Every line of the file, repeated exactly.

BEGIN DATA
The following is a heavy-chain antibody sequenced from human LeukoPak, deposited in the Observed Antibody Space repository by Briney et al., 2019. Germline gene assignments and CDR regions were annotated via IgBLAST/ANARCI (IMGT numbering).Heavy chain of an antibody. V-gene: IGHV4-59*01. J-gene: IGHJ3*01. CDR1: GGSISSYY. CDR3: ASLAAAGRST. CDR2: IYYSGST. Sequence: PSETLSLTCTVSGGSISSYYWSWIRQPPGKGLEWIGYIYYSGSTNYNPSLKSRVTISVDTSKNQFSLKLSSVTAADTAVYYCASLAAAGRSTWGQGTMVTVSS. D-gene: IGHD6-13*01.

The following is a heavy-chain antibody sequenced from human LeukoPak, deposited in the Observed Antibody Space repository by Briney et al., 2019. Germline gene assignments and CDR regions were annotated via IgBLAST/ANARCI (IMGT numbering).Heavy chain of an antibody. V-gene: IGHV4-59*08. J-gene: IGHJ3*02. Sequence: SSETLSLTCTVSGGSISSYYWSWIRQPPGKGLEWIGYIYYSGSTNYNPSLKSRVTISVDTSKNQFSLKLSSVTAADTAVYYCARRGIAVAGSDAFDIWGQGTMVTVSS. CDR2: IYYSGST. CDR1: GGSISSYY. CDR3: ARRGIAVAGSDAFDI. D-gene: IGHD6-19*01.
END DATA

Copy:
The following is a heavy-chain antibody sequenced from human LeukoPak, deposited in the Observed Antibody Space repository by Briney et al., 2019. Germline gene assignments and CDR regions were annotated via IgBLAST/ANARCI (IMGT numbering).Heavy chain of an antibody. V-gene: IGHV4-59*01. J-gene: IGHJ3*01. CDR1: GGSISSYY. CDR3: ASLAAAGRST. CDR2: IYYSGST. Sequence: PSETLSLTCTVSGGSISSYYWSWIRQPPGKGLEWIGYIYYSGSTNYNPSLKSRVTISVDTSKNQFSLKLSSVTAADTAVYYCASLAAAGRSTWGQGTMVTVSS. D-gene: IGHD6-13*01.

The following is a heavy-chain antibody sequenced from human LeukoPak, deposited in the Observed Antibody Space repository by Briney et al., 2019. Germline gene assignments and CDR regions were annotated via IgBLAST/ANARCI (IMGT numbering).Heavy chain of an antibody. V-gene: IGHV4-59*08. J-gene: IGHJ3*02. Sequence: SSETLSLTCTVSGGSISSYYWSWIRQPPGKGLEWIGYIYYSGSTNYNPSLKSRVTISVDTSKNQFSLKLSSVTAADTAVYYCARRGIAVAGSDAFDIWGQGTMVTVSS. CDR2: IYYSGST. CDR1: GGSISSYY. CDR3: ARRGIAVAGSDAFDI. D-gene: IGHD6-19*01.